So then it was off to the carbo dinner and race briefing. Now, we know that the weather has been pretty ordinary in Taupo over the last few weeks and the forecast was not looking great for race day. However the race director provided us all with an update of the weather forecast, specifically stating that the low is due to head dead centre over Taupo on Saturday morning!!!
This is likely to bring with it persistent rain, winds to 45 knots and a top temperature in the morning of 16 degrees, dropping to 12 degrees in the afternoon. However, the wind chill factor is likely to push the temperature into single figures.
He also went on to say that a special contingency meeting is to be held at 4pm Friday to get the latest weather forecast and make decisions on the race format dependant upon the weather. The contingency at this point if unable to swim, is a bike/run combination with waves going off at 3 minute intervals.
I’m not sure how I feel about all of this to be honest. I am not looking forward to the swim in these cold and rough conditions...........but, I haven’t come this far to only do 2/3’s of an Ironman either. I won’t be coming back to New Zealand next year, as I simply can’t justify the cost. But..........I don’t want to only partly do it either.
Add to this all of the logistical issues also with warm gear, special needs bags (which I wasn’t going to use) and the like, and it all becomes a bit unpleasant really. I don’t mind if it rains all day like it did last year, but the cold and the wind will just make for a very unpleasant day.
So, after waking on Race eve it was back down the street to get extra bits and pieces that would be needed for race day – extra arm warmers, gloves, long sleeve run t-shirt, rain jackets etc, so a few of the crew met at 9am to have a scout around.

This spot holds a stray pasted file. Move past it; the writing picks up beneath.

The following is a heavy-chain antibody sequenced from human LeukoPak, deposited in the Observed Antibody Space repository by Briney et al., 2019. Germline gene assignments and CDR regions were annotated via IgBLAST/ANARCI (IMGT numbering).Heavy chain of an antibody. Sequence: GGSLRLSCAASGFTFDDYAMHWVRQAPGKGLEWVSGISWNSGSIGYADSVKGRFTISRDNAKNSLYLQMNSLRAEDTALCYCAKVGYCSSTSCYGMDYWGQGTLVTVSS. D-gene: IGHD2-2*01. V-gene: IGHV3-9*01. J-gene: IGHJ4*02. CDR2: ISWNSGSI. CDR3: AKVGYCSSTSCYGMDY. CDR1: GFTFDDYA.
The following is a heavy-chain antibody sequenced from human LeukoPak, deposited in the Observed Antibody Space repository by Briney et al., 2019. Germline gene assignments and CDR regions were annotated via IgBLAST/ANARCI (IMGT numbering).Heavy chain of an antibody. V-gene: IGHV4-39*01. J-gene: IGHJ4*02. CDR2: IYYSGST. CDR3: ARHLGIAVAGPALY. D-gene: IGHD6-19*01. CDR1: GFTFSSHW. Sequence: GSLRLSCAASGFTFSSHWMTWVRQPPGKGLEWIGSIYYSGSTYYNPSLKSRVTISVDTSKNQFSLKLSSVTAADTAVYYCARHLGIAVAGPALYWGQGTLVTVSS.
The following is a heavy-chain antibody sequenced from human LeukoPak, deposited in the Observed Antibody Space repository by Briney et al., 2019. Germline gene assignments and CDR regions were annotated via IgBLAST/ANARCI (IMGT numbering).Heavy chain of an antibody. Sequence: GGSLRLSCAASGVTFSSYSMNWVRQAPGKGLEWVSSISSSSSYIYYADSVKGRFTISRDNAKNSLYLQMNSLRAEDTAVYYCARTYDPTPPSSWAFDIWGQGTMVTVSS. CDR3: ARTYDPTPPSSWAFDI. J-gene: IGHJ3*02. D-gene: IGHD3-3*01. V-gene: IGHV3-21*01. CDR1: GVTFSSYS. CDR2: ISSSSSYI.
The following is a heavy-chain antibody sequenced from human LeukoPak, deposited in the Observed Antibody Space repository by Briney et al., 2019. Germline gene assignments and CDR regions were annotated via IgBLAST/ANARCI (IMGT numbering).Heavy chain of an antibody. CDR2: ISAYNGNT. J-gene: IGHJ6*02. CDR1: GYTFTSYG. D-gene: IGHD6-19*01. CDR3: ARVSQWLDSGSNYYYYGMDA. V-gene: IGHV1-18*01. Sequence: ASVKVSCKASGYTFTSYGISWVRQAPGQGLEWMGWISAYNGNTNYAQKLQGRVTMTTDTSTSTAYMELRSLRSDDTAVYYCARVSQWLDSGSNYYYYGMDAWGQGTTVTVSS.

After looking for what seemed like hours, I finally cracked the shits and pretty much decided to go with what I had packed originally, thinking that everyone is going to be suffering the same and feeling miserable. A new pair of merino arm warmers was purchased, as well as a long sleeve T-Shirt for the run, but that was about it.
Headed back to the house for the all important bag packing, before checking in the bike and dropping the bags into rego. Even though I have been through the contents of each of the bags over and over, and I got The Fox and Nico to cast their eyes over the contents as we ran through it all 9as I did theirs), I still feel like something is forgotten, or in the wrong bag, or will be left at home or whatever.
Anyway, it’s too bad now. It’s done.
So, I sit here now at 4pm on race eve, looking out the window over the lake where we will be swimming tomorrow and I can see how black it is. I can see the cloud cover coming towards us, and I can hear the wind starting to build. But you know what? Fark it. I intend to have a good day tomorrow. I intend to smile as much as possible. I intend to thank the volunteers. I intend to take the piss out of myself and others. I intend to smack people on the arse and have others smack mine, but ultimately tomorrow, I intend to become an Ironman.
Good luck to all competing and hope everyone stays safe. Special good wishes to the Shepp Crew. It has been awesome to go through the year with you all and ultimately to this day tomorrow.
Hope you all have a great race